LIVE valuation data from used vehicle price experts cap hpi, says that Lockdown 3.0 is having a negative impact on used values. 

This comes after a period of sustained trading from March to October where used values defied gravity.  

Nevertheless, Lockdown 2.0 saw prices edge down and the same is happening now – on average by 1.4% or £150 – despite many retailers reporting they felt business was brisk considering the lockdown. 

However, retail business levels are running at between 50-70% of January 2020 levels, says cap hpi, and the volume of cars sold through trade channels has been at around 60% compared with January last year. 

Our live trending evidence shows the used car market is certainly open for business, but at a reduced level to ‘normal’ times. With ‘click & collect’ and ‘click & deliver’ still permitted, consumers are still purchasing, albeit to a lesser degree than previous years because of the government’s advice.

Derren Martin, head of valuations, cap hpi

Martin said that the pandemic was directly responsible for the decrease, causing the January anomaly, which normally sees values remain steady as demand increases. He added:

With many buyers on furlough and dealers all stocked up from December, in preparation for January, we now see retailers in less of a mood to buy as their stock isn’t flying off the forecourts in the quantities seen last year and there’s less of a need to dip into the trade to replenish it. Uncertainty over when this lockdown will end and what happens immediately following that has also dampened their enthusiasm.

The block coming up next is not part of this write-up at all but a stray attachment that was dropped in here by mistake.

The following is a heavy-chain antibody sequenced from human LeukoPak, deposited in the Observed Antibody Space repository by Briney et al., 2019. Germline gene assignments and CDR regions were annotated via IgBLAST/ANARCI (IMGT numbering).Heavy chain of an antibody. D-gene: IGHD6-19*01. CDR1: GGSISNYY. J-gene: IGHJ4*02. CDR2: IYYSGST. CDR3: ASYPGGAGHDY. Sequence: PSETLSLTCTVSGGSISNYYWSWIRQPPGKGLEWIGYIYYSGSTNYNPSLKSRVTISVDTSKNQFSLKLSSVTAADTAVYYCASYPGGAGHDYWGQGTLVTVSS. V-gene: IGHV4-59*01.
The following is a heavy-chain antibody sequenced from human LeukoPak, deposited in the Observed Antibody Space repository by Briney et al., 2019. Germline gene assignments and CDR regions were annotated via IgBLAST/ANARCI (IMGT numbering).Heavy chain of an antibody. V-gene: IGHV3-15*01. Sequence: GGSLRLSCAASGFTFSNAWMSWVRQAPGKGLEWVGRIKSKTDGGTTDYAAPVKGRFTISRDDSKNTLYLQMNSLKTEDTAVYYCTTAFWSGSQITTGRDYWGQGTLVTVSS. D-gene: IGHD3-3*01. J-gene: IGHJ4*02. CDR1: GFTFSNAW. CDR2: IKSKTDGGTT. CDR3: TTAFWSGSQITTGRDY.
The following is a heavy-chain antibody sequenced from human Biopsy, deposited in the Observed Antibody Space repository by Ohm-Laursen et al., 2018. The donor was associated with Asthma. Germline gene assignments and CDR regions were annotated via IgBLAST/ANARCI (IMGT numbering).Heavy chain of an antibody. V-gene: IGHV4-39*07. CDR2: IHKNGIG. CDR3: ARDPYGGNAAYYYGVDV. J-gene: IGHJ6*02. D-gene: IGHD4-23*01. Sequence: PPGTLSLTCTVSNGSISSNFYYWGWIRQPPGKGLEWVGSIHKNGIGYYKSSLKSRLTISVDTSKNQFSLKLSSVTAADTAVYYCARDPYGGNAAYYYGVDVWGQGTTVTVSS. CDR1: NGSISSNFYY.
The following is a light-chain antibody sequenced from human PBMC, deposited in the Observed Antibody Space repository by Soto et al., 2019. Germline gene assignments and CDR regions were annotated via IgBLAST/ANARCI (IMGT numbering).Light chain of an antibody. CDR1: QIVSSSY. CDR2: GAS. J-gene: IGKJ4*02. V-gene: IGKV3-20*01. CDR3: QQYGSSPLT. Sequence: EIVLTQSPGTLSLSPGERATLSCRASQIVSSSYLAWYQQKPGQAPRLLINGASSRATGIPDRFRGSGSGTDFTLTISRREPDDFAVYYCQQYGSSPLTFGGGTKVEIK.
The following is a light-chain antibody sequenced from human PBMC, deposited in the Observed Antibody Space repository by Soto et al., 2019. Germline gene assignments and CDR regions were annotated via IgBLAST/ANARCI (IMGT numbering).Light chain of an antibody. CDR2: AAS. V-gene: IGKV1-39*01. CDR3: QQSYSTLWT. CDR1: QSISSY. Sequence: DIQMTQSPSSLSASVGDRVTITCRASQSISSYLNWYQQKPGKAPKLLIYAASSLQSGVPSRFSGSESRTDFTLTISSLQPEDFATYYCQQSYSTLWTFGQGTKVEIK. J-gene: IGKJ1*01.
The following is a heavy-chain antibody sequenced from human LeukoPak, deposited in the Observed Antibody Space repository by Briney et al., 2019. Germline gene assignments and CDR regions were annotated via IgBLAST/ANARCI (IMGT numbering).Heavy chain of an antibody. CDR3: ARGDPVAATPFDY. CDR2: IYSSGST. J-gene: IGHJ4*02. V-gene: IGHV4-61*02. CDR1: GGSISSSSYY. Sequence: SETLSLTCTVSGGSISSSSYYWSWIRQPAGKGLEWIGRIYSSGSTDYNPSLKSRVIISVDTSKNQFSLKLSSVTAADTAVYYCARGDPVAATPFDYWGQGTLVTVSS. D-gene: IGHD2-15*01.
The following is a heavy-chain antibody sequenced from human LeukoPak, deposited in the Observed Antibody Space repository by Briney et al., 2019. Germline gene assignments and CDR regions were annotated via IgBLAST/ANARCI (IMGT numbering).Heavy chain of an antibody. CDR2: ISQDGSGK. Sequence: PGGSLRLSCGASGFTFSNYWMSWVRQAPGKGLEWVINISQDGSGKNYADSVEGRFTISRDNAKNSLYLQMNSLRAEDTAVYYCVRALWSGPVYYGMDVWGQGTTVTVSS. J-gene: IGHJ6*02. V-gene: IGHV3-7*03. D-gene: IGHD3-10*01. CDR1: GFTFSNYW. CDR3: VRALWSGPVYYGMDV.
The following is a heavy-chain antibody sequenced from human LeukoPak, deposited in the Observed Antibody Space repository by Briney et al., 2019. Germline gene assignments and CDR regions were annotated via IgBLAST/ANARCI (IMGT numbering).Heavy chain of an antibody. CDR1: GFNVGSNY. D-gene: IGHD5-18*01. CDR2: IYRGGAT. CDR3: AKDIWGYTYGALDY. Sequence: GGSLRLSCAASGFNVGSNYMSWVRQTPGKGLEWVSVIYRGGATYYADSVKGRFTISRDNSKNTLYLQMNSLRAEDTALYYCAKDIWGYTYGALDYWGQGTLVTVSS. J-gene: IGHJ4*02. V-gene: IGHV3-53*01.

Which cars have been hit hardest by the fall?

The vehicles showing the greatest vulnerability to price drops are MPVs, which have been losing value since October reports cap hpi, down 2.2% or some £250. Worst affected are the Ford Galaxy, SEAT Alhambra and Vauxhall Zafira – all  have dropped by more than 4%.

cap hpi also says that electric vehicles and hybrids also remained under more pressure than their petrol and diesel equivalents, due to supply levels increasing and an unwillingness by consumers to pay the current premium on advertised prices compared with ICE equivalents.

Martin concluded:

Our live data feeds show there is plenty of fluidity in market values across all segments and whilst the used car market and used car dealers have proved themselves to be a robust part of the economy, prices are not immune to the dynamics of supply and demand, despite remaining open for business virtually.

HR Owen says its secondhand supercars are selling well

Meanwhile supercars are being snapped up

A report in the Financial Times said that luxury car retailer HR Owen was experiencing a boom in second hand supercars. According to the paper, buyers who have been unable to go on exotic holidays were spending their cash on second hand supercars, up to the £150,000 mark. HR Owen said it expected the boom to continue for the foreseeable future.

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